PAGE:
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A moral imperative

Bermuda’s road death figures make for uncomfortable reading, whether or not they are submitted to world analysts (Photograph by Akil Simmons)

Bermuda has now recorded ten road deaths in less than six months. If the deadly trend continues, more than 20 people will have died by the end of 2023.

As has been noted all too often, if these deaths were murders, there would be an outcry and the police would be facing demands to use all of their resources to bring the crisis to an end.

But because these are road deaths, there is no sense of urgency. There is no outcry. It is treated as if this is completely normal.

It is anything but. On a per-capita basis, Bermuda’s roads are among the most deadly in the world. On a per-capita basis, 20 deaths in a year means Bermuda would have 31 road deaths per 100,000 people.

This would place Bermuda among the ten most deadly countries in the world, joining a dubious list led by Liberia (35.90) and higher than the Dominican Republic (29.30), typically considered to be the most dangerous place to drive in the Caribbean.

Bermuda prides itself on being a safe, sophisticated and highly developed country. This statistic contradicts that notion; Bermuda has no place on it.

The need for action is overdue — years overdue.

Before more people die, or are maimed for life, Bermuda needs to get a grip on the roads.

The island has a speed limit that has not changed in decades. It is universally ignored. If Bermuda is going to start obeying the speed limit, then it should set a reasonable speed limit, say 45km/h, and then it should follow it rigorously.

This means that that drivers who exceed the speed limit by 1km/h, should be held accountable for their actions. This must mean points off their driving licences, fines and road bans.

Penalties for speeding and other driving offences need to be increased as a deterrent. For several decades now, Bermuda has followed a policy of going easy on drivers because of concerns that repeat offenders and people who drive while disqualified are criminalised. Whether that was the case or not, the result has been increasingly dangerous roads and one of the highest rates of road deaths in the world.

The same approach needs to be applied to impaired driving. It is not clear if the 80ml limit is effective.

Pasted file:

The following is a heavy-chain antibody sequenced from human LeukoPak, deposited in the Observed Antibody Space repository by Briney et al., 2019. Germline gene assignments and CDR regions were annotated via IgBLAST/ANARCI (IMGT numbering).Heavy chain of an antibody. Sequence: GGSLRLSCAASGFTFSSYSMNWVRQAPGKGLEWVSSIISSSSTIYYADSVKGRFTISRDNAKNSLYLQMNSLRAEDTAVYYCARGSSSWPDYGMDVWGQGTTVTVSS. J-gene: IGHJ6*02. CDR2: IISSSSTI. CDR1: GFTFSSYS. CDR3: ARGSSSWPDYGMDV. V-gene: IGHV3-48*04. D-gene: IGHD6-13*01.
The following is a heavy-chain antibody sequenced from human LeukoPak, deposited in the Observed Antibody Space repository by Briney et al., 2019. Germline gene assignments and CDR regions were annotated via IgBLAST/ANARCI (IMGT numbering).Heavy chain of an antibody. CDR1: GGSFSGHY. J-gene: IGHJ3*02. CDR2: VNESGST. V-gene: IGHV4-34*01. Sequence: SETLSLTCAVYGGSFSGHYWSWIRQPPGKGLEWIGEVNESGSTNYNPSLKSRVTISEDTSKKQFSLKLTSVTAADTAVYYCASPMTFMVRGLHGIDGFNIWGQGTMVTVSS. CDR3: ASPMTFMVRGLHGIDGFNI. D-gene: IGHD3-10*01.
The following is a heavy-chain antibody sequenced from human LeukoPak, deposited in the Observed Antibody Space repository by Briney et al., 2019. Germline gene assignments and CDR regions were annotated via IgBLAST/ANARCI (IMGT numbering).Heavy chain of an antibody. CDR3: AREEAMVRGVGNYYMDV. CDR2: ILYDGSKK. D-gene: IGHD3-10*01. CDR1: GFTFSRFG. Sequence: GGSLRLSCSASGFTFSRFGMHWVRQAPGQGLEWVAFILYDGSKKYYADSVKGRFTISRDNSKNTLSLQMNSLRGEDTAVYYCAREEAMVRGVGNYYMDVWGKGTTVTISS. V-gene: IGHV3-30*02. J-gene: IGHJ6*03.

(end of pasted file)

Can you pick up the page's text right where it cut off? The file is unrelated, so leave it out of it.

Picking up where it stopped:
Serious consideration should be given to looking at a lower limit and stronger penalties for drink-driving.

Too many road deaths and collisions involve drugs or alcohol. Lowering the drink-driving limit would help. But it needs to be done in tandem with better public transport. Bus services are limited at night. It is often impossible to get a taxi from or to the East End and West End, and the cost can be prohibitive.

Without better public transport, drink-drivers are more likely to get on their bikes or behind the wheel. Whether better and more affordable public transport comes through increased government spending or subsidy, there would be a cost. But the Government’s first function is to ensure the safety of its people. There can be no better expenditure. It is a moral imperative.

Stronger penalties for all traffic offences does no good unless the law is enforced. This requires that the police need to increase the number of traffic officers on patrol.

Bermuda needs to finally bite the bullet and install fixed speed cameras. Every other country in the world uses them, or should, and yet Bermuda cannot seem to find a way to implement them.

Bermuda also needs to change the way it trains drivers. The reforms introduced some ten years ago were an improvement on the comically bad system of licensing and testing that preceded it, but the reality is that a written test and a couple of laps around the testing area at the Transport Control Department is in no way enough to ensure that riders are safe when they go on to the road for the first time.

The TCD test’s main requirement seems to be to ensure that riders can turn on their indicators and make a hand signal at the same time; never mind that this is the first and last time any of them will do it. What is criminal is that these riders have never driven on an actual road until they receive their licence. It is ludicrous that 16-year-olds have literally no idea what they are doing, then they go on the road. It is a miracle there are not more deaths.

The anomaly is that Bermuda has a stricter testing and licensing system for car drivers. It is true that cars can be potentially more dangerous to other road users, as well as to the passengers in the car. But the reality is that bike riders are far more vulnerable. It is no coincidence that virtually all road deaths involve bike riders or passengers.

Bermuda is in a crisis. Failure to act is all of our responsibility, but those with agency — the police and the Government — need to act and act quickly.

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Published June 30, 2023 at 8:00 am (Updated June 29, 2023 at 2:46 pm)

A moral imperative

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